The movement of Qi can be regulated by stimulating points that lie along the course of acupuncture channels.
The Movement of Qi
An Approach to the Nature of Qi in TCM - Qi and Bioenergy (5)
By Xing-Tai Li  and Jia Zhao 
5. The Movement of Qi
As a whole, Qi in the cosmos takes two patterns of existence, diffused Qi and coagulated Qi. The former is more vigorous, cannot be detected directly and exists everywhere. The latter is manifested as various kinds of things that can be seen or that have certain shapes. In order to survive, coagulated Qi must communicate with diffused Qi and its generation as well as its ending results from movement of the diffused Qi. The movement of Qi is called Mechanism of Qi, which can be generalized as four aspects: ascending, descending, exiting and entering movements, which are based on directions. Ascending refers to the movement from below; descending, from above; exiting, from the interior; and entering from the exterior.
The various functions of Qi are all performed by its movement. The physiological function of viscera and bowels is often reflected on their Qi's ascent, descent, exit and entry movements. Qi flows throughout the whole body because of its strength and vigor. Although the activities of the human body are multiple, they can all be summarized as these four aspects. For example, the dispersing effect of the Lung is a manifestation of the exit and ascent of Qi, while its descending effect is a manifestation of the descending and entering movements of Qi. These movements of Qi are vital to life. Once they stop, life comes to an end.
The four movements of Qi have to be kept in harmony. Only in this way can the physiological functions of the human body remain normal in TCM, the physiological state in which the four basic movements of Qi are coordinated and balanced is called "harmonious functional activities of Qi". Qi has four main states of disharmonies: Qi deficiency, Qi stagnation, sinking Qi and rebellious Qi. These disharmonies may affect many parts of the body at once or within a particular meridian, organ or area. Deficiency of Qi, for example, may affect the Lungs with symptoms of shortness of breath, the Stomach/Spleen with symptoms such as poor appetite and the body in general with symptoms of fatigue and weakness. The ascent, descent, exit and entry movements of Qi are of prime importance in human life. The Kidney Essence, the food Essence transported and transformed by the Spleen and Stomach and the fresh air inhaled by the Lung, will not be distributed over the body to perform their physiological functions if they do not make ascent, descent, entry and exit movements.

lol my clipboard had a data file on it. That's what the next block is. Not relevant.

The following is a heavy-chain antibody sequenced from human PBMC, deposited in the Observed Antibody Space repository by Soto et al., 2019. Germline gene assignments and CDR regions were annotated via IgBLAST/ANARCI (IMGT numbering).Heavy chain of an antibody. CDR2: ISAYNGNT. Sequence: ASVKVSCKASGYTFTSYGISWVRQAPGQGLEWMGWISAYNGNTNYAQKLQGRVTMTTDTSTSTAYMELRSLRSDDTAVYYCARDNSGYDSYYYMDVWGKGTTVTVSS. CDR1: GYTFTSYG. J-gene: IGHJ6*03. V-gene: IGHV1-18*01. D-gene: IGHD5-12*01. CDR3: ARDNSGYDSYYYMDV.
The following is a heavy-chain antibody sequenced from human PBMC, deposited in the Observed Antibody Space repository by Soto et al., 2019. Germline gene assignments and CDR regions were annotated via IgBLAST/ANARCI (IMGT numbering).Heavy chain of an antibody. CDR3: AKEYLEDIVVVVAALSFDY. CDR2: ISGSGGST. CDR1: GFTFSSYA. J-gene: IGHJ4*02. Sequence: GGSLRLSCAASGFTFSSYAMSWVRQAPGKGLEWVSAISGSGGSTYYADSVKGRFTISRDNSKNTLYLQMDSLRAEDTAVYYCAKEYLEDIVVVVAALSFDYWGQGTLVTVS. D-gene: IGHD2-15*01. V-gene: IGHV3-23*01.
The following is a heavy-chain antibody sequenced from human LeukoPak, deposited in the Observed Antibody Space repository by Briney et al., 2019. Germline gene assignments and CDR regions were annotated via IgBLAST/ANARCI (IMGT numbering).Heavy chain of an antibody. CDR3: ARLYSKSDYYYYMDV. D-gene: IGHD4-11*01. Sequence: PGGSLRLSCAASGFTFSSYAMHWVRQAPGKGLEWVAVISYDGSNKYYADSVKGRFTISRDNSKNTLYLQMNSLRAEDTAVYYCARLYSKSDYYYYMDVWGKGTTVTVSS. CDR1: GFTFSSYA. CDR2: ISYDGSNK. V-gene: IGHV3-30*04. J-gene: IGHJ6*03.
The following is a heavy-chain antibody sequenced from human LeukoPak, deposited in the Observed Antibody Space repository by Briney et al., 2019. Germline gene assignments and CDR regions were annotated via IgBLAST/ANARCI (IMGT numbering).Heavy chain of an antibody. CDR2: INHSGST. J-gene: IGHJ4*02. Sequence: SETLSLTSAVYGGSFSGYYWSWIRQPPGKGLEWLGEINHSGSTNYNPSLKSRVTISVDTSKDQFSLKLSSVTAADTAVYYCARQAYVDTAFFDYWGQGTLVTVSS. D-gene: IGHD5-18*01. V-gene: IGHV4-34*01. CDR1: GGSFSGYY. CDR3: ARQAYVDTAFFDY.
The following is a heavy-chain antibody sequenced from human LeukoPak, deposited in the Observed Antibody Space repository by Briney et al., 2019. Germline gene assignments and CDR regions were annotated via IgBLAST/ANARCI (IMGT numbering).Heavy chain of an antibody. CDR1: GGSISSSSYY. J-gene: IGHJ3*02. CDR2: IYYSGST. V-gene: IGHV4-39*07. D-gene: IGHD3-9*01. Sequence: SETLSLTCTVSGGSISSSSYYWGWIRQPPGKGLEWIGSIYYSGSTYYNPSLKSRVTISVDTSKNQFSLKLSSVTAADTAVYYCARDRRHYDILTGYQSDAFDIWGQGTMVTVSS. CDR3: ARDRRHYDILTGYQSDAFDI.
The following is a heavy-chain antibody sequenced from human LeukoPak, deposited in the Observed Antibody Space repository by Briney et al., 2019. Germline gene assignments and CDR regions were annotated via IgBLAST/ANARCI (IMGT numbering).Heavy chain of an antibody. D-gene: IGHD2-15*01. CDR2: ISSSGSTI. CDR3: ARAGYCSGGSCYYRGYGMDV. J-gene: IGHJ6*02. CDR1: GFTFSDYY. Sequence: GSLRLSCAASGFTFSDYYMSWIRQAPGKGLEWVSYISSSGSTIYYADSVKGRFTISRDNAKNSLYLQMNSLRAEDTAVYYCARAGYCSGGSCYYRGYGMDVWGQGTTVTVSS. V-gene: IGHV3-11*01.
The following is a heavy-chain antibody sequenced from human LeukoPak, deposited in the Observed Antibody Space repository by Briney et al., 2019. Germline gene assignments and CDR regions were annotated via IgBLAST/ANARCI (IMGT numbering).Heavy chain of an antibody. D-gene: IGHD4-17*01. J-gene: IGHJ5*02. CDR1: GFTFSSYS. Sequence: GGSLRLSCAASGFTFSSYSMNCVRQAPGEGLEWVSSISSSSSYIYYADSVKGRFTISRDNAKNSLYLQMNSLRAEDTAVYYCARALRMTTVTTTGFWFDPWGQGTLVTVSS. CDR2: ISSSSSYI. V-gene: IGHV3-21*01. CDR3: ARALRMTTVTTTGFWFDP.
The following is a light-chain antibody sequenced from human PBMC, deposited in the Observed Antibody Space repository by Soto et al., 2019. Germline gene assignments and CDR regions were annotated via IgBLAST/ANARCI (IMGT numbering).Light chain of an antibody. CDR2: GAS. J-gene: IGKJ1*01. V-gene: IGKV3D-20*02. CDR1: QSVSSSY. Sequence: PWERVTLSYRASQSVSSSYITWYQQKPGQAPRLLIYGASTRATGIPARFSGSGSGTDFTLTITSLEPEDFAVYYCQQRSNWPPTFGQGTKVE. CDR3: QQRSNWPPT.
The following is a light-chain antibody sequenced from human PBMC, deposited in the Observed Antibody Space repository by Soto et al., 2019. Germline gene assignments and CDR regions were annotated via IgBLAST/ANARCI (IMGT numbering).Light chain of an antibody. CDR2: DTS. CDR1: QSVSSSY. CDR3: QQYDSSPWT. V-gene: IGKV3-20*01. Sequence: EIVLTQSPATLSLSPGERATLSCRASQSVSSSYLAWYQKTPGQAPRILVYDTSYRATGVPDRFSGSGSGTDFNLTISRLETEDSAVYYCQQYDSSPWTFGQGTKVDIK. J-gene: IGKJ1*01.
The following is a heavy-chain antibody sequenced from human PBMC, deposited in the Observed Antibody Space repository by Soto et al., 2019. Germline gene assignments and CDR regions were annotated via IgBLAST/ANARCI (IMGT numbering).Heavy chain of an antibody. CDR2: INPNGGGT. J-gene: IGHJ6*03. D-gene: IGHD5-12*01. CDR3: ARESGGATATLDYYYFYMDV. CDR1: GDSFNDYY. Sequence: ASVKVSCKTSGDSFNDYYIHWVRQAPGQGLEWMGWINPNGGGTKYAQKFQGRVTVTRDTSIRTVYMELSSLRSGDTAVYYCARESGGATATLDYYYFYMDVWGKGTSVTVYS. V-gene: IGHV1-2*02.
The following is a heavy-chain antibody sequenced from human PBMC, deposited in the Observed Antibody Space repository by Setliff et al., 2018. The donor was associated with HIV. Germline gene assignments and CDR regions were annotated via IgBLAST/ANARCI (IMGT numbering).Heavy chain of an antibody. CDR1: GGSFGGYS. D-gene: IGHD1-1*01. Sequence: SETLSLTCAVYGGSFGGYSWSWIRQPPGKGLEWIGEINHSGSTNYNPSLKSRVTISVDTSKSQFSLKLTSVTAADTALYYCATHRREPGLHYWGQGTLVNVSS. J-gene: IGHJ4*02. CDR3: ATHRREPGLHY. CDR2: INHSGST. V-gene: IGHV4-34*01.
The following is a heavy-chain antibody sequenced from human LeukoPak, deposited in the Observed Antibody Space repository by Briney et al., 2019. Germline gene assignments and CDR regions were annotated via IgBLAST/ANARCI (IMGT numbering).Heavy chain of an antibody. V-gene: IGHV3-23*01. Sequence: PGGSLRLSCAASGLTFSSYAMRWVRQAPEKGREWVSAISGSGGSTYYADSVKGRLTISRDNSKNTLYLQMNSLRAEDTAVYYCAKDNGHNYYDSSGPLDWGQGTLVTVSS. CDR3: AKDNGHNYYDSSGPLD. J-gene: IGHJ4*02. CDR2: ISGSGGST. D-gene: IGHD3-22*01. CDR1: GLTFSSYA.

[Click here to continue to section 6, "The Classification of Qi "].
This and the other entries herein appeared in: Xing-Tai Li and Jia Zhao (2012). An Approach to the Nature of Qi in TCM–Qi and Bioenergy, Recent Advances in Theories and Practice of Chinese Medicine, Prof. Haixue Kuang (Ed.), ISBN: 978-953-307-903-5, InTech, DOI: 10.5772/28416. Available from: http://www.intechopen.com
 ^ College of Life Science, Dalian Nationalities University, Dalian, China, is given as the professional location of Xing-Tai Lii.
 ^ Norman Bethune College of Medicine, Jilin University, Changchun China, is given as the professional location of Jia Zhao.
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